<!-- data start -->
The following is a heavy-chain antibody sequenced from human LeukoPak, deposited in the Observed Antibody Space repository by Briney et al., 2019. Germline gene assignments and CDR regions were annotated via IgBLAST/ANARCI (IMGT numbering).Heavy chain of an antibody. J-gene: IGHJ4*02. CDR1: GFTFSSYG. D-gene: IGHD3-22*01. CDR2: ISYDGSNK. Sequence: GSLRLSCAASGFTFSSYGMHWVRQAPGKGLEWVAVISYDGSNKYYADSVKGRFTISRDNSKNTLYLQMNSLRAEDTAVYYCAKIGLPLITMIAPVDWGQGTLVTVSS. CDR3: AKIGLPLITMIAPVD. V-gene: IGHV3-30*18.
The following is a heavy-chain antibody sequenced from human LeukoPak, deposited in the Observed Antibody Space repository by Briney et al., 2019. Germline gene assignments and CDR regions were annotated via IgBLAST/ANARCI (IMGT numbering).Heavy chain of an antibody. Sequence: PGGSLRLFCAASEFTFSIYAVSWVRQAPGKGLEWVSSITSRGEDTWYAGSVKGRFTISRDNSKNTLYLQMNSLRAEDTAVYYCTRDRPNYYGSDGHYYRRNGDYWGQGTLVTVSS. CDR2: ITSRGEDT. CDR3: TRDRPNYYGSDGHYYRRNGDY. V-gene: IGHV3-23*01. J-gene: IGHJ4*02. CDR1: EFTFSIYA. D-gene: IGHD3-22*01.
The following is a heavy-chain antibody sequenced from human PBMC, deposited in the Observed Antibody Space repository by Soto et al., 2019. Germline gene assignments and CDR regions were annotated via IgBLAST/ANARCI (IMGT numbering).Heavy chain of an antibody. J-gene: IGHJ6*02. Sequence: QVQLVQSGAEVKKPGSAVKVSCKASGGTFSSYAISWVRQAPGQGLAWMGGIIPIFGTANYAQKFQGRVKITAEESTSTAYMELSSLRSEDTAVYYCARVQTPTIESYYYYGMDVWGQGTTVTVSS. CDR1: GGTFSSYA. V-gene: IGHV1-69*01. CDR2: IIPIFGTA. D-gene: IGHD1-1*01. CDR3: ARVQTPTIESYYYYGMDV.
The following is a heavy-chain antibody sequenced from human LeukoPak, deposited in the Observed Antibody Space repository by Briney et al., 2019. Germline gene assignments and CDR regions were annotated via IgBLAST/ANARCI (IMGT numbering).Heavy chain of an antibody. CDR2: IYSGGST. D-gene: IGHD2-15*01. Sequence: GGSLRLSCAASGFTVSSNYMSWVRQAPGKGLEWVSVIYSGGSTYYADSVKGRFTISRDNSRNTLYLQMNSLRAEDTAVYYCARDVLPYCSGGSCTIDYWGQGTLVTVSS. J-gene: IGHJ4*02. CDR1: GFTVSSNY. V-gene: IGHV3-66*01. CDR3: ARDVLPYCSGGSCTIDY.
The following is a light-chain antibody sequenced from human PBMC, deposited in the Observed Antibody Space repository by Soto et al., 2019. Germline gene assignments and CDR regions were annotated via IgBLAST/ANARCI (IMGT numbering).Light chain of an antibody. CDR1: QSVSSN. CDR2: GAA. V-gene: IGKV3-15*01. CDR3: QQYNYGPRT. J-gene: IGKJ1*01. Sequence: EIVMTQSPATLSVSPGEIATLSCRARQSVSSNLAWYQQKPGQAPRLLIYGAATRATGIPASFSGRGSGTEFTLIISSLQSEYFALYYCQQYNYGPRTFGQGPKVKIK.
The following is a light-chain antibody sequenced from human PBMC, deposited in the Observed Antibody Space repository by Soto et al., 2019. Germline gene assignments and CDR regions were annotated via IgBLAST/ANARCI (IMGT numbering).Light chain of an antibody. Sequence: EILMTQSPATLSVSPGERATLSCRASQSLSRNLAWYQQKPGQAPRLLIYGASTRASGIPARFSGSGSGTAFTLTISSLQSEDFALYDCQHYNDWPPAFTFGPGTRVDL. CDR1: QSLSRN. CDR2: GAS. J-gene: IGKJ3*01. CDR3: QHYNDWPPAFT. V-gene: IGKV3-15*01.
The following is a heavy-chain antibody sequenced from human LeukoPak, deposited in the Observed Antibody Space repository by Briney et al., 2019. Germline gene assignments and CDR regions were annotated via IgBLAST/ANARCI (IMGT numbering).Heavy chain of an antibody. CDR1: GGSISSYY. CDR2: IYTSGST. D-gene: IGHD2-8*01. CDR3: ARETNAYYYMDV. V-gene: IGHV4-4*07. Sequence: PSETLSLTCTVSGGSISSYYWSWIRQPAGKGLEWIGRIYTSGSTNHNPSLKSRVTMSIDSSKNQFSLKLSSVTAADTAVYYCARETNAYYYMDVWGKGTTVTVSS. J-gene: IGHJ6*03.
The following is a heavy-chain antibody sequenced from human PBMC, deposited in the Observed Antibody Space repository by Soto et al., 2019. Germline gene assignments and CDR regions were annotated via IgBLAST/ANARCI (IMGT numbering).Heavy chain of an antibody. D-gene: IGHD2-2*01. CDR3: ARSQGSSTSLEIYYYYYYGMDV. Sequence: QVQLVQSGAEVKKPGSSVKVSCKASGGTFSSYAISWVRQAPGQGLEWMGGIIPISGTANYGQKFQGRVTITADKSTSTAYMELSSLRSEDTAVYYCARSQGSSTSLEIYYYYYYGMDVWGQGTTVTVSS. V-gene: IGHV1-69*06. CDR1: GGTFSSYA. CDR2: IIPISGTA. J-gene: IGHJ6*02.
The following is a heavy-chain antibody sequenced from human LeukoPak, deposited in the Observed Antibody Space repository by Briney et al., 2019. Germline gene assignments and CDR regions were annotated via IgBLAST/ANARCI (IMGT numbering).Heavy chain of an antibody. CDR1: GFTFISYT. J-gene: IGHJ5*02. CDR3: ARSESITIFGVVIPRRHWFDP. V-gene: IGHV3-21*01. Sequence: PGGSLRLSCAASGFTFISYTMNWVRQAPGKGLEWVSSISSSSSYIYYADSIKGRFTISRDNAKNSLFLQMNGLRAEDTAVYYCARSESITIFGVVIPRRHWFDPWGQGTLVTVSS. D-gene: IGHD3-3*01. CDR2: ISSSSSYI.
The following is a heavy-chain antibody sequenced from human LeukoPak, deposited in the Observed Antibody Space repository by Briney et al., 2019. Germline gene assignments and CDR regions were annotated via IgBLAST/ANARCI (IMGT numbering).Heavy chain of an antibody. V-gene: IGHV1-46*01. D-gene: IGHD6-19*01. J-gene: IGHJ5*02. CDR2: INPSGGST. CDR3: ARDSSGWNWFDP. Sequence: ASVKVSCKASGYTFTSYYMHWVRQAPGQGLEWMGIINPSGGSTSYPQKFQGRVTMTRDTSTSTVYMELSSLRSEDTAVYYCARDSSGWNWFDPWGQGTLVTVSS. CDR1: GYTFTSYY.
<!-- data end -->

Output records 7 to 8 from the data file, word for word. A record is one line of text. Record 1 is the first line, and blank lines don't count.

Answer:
The following is a heavy-chain antibody sequenced from human LeukoPak, deposited in the Observed Antibody Space repository by Briney et al., 2019. Germline gene assignments and CDR regions were annotated via IgBLAST/ANARCI (IMGT numbering).Heavy chain of an antibody. CDR1: GGSISSYY. CDR2: IYTSGST. D-gene: IGHD2-8*01. CDR3: ARETNAYYYMDV. V-gene: IGHV4-4*07. Sequence: PSETLSLTCTVSGGSISSYYWSWIRQPAGKGLEWIGRIYTSGSTNHNPSLKSRVTMSIDSSKNQFSLKLSSVTAADTAVYYCARETNAYYYMDVWGKGTTVTVSS. J-gene: IGHJ6*03.
The following is a heavy-chain antibody sequenced from human PBMC, deposited in the Observed Antibody Space repository by Soto et al., 2019. Germline gene assignments and CDR regions were annotated via IgBLAST/ANARCI (IMGT numbering).Heavy chain of an antibody. D-gene: IGHD2-2*01. CDR3: ARSQGSSTSLEIYYYYYYGMDV. Sequence: QVQLVQSGAEVKKPGSSVKVSCKASGGTFSSYAISWVRQAPGQGLEWMGGIIPISGTANYGQKFQGRVTITADKSTSTAYMELSSLRSEDTAVYYCARSQGSSTSLEIYYYYYYGMDVWGQGTTVTVSS. V-gene: IGHV1-69*06. CDR1: GGTFSSYA. CDR2: IIPISGTA. J-gene: IGHJ6*02.